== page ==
Angelina Jolie Pitt’s decision to have her ovaries surgically removed, which the actress and director detailed in The New York Times, was justified by her family history of breast and ovarian cancer as well as the discovery that she carries a gene mutation known to strongly increase risk for these diseases. Her story is expected to inspire other women to seek out genetic testing for cancer — but some will find themselves in a much less clear-cut situation.
After Jolie Pitt disclosed in 2013 that she carries a risk-increasing mutation in the gene BRCA1 and had undergone a preventive double mastectomy, researchers documented a surge in demand for genetic testing. They called it the “Angelina Jolie Effect.” But not everyone who pursues genetic testing comes away with a definite course of action.
Thousands of possible mutations in BRCA1 and the related gene BRCA2 elevate a woman’s risk of developing cancer. But it is impossible to say whether many of these mutations predispose someone to cancer, because researchers simply have not seen them enough to know their effects with statistical certainty.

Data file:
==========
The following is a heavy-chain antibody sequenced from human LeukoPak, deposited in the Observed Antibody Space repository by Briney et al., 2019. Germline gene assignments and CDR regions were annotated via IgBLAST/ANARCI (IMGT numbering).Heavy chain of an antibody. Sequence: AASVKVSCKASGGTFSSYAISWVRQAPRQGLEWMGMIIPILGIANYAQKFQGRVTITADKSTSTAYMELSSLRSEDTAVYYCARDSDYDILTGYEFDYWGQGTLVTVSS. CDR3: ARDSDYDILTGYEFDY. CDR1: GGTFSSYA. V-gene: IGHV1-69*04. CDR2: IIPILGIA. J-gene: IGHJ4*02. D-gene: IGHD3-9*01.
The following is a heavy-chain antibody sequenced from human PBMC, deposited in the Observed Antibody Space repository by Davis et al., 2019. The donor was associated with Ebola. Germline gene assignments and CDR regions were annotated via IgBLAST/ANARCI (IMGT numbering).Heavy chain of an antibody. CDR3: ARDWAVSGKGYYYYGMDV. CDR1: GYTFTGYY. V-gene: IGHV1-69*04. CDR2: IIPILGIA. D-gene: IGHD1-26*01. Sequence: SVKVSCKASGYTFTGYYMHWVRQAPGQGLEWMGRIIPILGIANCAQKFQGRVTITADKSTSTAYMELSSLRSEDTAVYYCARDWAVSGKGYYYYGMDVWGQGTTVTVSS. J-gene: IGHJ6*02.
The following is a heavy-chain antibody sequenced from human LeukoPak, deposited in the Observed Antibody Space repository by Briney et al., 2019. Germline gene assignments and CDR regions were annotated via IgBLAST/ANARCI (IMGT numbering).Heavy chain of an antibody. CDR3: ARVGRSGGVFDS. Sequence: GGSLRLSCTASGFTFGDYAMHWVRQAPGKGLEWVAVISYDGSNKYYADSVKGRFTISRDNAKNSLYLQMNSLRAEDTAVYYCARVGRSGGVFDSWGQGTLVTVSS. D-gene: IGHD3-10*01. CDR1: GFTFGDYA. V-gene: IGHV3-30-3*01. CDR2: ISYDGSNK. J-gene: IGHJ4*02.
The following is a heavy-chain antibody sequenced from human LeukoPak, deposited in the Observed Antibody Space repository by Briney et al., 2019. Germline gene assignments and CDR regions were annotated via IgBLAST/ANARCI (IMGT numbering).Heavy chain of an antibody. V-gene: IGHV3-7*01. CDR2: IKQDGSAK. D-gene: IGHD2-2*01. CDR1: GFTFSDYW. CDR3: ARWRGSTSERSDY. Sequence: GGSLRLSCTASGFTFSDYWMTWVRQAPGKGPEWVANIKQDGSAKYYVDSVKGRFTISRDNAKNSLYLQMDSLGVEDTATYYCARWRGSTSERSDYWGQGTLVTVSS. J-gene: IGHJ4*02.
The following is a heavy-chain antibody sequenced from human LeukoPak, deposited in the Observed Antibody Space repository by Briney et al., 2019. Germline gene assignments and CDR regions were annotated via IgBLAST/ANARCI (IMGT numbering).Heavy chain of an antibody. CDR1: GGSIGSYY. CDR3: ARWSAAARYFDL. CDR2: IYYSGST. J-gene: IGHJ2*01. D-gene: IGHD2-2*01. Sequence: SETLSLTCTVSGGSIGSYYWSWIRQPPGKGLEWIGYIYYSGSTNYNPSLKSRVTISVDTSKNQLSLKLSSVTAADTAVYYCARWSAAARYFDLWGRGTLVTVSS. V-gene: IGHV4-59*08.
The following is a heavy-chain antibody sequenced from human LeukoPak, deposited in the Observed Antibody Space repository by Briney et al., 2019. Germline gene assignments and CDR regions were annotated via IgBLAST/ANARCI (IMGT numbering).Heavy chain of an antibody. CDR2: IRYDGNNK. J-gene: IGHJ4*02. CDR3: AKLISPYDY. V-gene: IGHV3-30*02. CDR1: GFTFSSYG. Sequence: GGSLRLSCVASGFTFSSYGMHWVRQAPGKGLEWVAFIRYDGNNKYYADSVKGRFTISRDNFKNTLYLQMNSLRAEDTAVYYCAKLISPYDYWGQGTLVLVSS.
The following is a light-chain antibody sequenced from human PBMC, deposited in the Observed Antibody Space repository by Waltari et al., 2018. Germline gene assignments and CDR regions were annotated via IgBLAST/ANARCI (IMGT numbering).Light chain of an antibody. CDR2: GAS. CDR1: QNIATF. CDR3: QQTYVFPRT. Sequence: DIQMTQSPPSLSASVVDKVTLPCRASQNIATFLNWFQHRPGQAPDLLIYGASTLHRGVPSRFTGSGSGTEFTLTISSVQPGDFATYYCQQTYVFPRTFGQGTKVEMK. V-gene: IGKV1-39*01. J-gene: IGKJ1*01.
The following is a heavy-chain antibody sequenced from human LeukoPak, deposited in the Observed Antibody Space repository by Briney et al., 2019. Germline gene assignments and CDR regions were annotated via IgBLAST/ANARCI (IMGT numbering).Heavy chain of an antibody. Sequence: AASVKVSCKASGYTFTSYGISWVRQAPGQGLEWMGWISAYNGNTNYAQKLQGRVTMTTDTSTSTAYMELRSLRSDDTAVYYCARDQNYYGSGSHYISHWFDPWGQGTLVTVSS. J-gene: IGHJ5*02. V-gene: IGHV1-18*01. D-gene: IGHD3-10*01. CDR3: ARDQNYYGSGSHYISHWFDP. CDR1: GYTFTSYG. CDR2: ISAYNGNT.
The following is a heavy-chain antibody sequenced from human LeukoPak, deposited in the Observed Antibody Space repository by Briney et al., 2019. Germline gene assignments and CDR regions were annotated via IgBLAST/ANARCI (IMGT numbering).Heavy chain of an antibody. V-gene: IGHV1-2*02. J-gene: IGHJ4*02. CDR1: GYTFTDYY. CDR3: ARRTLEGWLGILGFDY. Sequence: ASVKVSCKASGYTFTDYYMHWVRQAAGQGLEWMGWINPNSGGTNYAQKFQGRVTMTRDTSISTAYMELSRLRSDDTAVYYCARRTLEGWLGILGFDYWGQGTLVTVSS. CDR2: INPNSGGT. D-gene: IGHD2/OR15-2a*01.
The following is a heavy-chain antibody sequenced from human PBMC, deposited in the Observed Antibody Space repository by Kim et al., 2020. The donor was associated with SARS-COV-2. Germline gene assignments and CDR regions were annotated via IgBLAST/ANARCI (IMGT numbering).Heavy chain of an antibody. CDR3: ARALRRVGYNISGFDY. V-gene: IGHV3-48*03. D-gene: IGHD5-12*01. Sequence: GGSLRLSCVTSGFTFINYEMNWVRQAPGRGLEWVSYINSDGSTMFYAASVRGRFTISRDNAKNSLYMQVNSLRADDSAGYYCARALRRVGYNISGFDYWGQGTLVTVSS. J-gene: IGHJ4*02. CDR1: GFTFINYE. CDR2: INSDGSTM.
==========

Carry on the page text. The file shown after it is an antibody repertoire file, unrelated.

These mysterious mutations are called variants of unknown significance. And they create a headache because it is hard to know whether people should act on them — for instance, by undergoing preventive surgery.
“The standard in the field is that you shouldn’t be making decisions based on things we don’t understand, but it’s very complicated,” says cancer geneticist Fergus Couch of the Mayo Clinic in Rochester, Minnesota. “If you develop cancer while you’re waiting to find out more, there can be a bit of finger-pointing going on.”
Read full original article: Gene counsellors expect resurgence of ‘Jolie effect’